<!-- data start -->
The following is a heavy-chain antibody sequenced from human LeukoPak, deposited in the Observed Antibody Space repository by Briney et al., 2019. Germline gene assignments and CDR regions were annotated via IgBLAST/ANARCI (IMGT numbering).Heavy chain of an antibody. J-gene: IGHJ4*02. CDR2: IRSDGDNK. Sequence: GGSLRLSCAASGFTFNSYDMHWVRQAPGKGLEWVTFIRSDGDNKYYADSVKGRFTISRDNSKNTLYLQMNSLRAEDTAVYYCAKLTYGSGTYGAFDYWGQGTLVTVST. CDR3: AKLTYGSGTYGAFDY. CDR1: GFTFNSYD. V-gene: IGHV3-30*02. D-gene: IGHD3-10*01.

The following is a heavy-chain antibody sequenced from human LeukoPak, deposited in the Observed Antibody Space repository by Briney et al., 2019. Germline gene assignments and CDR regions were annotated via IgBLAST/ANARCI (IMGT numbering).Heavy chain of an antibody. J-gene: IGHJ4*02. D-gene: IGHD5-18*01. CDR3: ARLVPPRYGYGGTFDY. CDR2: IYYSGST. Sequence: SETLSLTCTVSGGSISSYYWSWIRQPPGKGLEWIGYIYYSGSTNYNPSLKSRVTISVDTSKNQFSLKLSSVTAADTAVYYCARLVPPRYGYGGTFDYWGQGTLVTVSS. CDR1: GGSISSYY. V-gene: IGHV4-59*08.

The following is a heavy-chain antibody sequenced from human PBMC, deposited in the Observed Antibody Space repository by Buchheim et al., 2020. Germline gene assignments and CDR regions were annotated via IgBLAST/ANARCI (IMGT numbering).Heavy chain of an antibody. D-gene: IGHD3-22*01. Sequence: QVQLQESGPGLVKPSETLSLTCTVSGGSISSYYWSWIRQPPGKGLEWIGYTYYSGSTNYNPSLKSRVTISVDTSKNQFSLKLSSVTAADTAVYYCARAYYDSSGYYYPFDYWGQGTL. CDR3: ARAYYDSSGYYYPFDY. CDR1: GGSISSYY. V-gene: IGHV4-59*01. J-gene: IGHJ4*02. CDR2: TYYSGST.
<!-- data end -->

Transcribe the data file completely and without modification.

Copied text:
The following is a heavy-chain antibody sequenced from human LeukoPak, deposited in the Observed Antibody Space repository by Briney et al., 2019. Germline gene assignments and CDR regions were annotated via IgBLAST/ANARCI (IMGT numbering).Heavy chain of an antibody. J-gene: IGHJ4*02. CDR2: IRSDGDNK. Sequence: GGSLRLSCAASGFTFNSYDMHWVRQAPGKGLEWVTFIRSDGDNKYYADSVKGRFTISRDNSKNTLYLQMNSLRAEDTAVYYCAKLTYGSGTYGAFDYWGQGTLVTVST. CDR3: AKLTYGSGTYGAFDY. CDR1: GFTFNSYD. V-gene: IGHV3-30*02. D-gene: IGHD3-10*01.

The following is a heavy-chain antibody sequenced from human LeukoPak, deposited in the Observed Antibody Space repository by Briney et al., 2019. Germline gene assignments and CDR regions were annotated via IgBLAST/ANARCI (IMGT numbering).Heavy chain of an antibody. J-gene: IGHJ4*02. D-gene: IGHD5-18*01. CDR3: ARLVPPRYGYGGTFDY. CDR2: IYYSGST. Sequence: SETLSLTCTVSGGSISSYYWSWIRQPPGKGLEWIGYIYYSGSTNYNPSLKSRVTISVDTSKNQFSLKLSSVTAADTAVYYCARLVPPRYGYGGTFDYWGQGTLVTVSS. CDR1: GGSISSYY. V-gene: IGHV4-59*08.

The following is a heavy-chain antibody sequenced from human PBMC, deposited in the Observed Antibody Space repository by Buchheim et al., 2020. Germline gene assignments and CDR regions were annotated via IgBLAST/ANARCI (IMGT numbering).Heavy chain of an antibody. D-gene: IGHD3-22*01. Sequence: QVQLQESGPGLVKPSETLSLTCTVSGGSISSYYWSWIRQPPGKGLEWIGYTYYSGSTNYNPSLKSRVTISVDTSKNQFSLKLSSVTAADTAVYYCARAYYDSSGYYYPFDYWGQGTL. CDR3: ARAYYDSSGYYYPFDY. CDR1: GGSISSYY. V-gene: IGHV4-59*01. J-gene: IGHJ4*02. CDR2: TYYSGST.